Book Image

Learning Robotics using Python

Book Image

Learning Robotics using Python

Overview of this book

Table of Contents (19 chapters)
Learning Robotics Using Python
About the Author
About the Reviewers

What can we find in a robot?

In the very first part of this chapter, we tried to come up with a good (modern) definition of a robot. It turns out that the definition we came up with does not only describe a robot as we know it (or would like to know it), but also gives us some great pointers as to what parts can we most definitely find in (or on) a robot. Let's see our definition again:

"A robot is an autonomous system which exists in the physical world, can sense its environment, and can act on it to achieve some goals."

So, what will these most important parts be? Here is what we think should be on this list.

The physical body

It will be hard for a robot to exist in the physical world without a physical body. While this obviously has its advantages (having a real world robot you can play with is much more exciting than having a computer simulation), there is also some price to be paid. For instance, a physical robot can only be at one place at a time, cannot really change its shape, and its functions are quite limited by how its body looks. As its environment will be the physical world, it's safe to assume that the robot will not be the only object in it. This already poses some challenges, such as making sure that the robot won't run into some wall, object, human, or even another robot. Also, in order to do this, the robot needs to be able, as the definition says, to sense its environment.


We already discussed in quite some depth about how important a robot's sensors are because without them, he would be just lost. A good question to ask might be, "So, what does a robot actually sense?". As in many other places (in science and technology), it depends on what the robot's purpose and goal in a given environment is, the design of the robot, and the amount of power it consumes, and so on. A good robot designer and programmer tries to take all these dependencies into account so that in the end, the final robot can have the right amount of information about its environment to fulfill its purpose and reach its goals.

One important notion with regards to sensing is that of a state. A state of a robot basically means a description of all its parameters at any given time. For instance, if we consider a robot to have some sound sensors (thanks to which it could measure the noise level in its environment), but no way of figuring out how much battery power does it have left, we can call its state partially-observable. On the other hand, if it had a sensor for every output of the robot and every physical characteristic of the environment the robot resides in, we can call such a state fully observable.

Now that we know the state of the robot in the environment, our robot needs something that can be used to leave some effect on its environment. Something like an effector.


We already touched (albeit briefly) on the topic of effectors when we were trying to decipher parts of our definition of a robot, so we already know that effectors let the robot do physical things and the small subparts of them, actuators, are actually those that do the heavy lifting.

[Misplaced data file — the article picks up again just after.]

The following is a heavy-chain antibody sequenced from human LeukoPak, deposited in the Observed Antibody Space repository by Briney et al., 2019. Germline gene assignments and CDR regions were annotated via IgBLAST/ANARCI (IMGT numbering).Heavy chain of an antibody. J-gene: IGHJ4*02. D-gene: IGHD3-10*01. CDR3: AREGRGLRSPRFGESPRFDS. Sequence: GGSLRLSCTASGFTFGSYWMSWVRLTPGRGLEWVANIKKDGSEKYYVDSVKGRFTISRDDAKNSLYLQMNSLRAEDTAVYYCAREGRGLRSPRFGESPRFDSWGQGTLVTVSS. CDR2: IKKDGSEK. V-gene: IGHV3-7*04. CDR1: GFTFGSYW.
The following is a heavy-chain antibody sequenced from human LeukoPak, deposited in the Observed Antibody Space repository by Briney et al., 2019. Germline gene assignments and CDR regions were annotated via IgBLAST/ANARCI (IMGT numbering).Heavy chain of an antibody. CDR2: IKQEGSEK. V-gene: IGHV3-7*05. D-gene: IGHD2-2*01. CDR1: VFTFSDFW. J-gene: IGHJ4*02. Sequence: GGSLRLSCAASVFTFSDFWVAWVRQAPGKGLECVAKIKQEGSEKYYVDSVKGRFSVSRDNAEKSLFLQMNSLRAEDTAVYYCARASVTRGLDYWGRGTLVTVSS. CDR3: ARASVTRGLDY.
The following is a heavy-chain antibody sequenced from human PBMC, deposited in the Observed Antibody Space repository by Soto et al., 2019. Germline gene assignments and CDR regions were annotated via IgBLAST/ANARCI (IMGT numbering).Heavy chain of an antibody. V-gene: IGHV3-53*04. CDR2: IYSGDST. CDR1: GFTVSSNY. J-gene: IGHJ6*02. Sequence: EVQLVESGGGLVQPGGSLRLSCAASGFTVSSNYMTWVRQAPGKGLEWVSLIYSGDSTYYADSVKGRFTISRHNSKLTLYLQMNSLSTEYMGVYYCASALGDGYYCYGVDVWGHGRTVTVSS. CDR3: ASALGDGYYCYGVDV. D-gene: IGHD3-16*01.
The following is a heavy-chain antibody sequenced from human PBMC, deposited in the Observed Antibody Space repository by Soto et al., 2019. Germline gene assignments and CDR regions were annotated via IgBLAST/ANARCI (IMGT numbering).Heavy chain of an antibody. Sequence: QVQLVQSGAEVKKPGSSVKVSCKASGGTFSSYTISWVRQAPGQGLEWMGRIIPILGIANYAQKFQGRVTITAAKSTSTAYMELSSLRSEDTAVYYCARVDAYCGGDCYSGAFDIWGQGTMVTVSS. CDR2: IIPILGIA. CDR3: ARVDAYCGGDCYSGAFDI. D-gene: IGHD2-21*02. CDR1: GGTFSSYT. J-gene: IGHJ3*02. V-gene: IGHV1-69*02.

What we did not mention was that, historically, there are two main activities effectors can help with: locomotion and manipulation.

In general, locomotion means moving around: going from point A to point B. This is of great interest in a subfield of robotics, which is called mobile robotics. This area of research is concerned with all sorts of robots that move in the air, underwater, or just on the ground.

By manipulation, we mean a process of moving an object from one place to another. This process is of huge interest to manipulator robotics, which is concerned mostly with all sorts of robotic arms that in the vast majority of cases, are used in industry.

Just for the sake of completeness, what are the different effectors our robots can make use of? Among the most basic ones, it will definitely be motors of all sorts along with some wheels that will allow the robot to move around.

Once we have data from the environment, we can also act on it. There is just one piece missing here: the link between them.


After all, we finally came to the conclusion of this whole system. If it was not for controllers, a robot could never ever be fully autonomous. This is to use data from sensors to decide what to do next and then execute some actions using effectors. This may look like a simple description, but in the end, it turns out that controllers are quite difficult to get right, especially when you are playing with them for the first time.

For most mobile robots and vast majority of hobby robots, controllers are usually microprocessors that are programmed in some low-level programming language. It's also not uncommon for a robot to use multiple controllers. However, while it definitely helps to have a backup controller ready in case your main one brakes down and great to have a modular system in which everything is its own module (and has its own controller), you do not get this for free. The price you have to pay is the communication between controllers, which requires a good deal of expertise.

Now that we have all the building blocks for a robot ready, we should at least briefly discuss the ways in which they can be organized. This might not seem important, but it turns out that having a good design up front can save us a lot of effort, energy, and resources. So, let's dive into how we can put a robot together architecturally.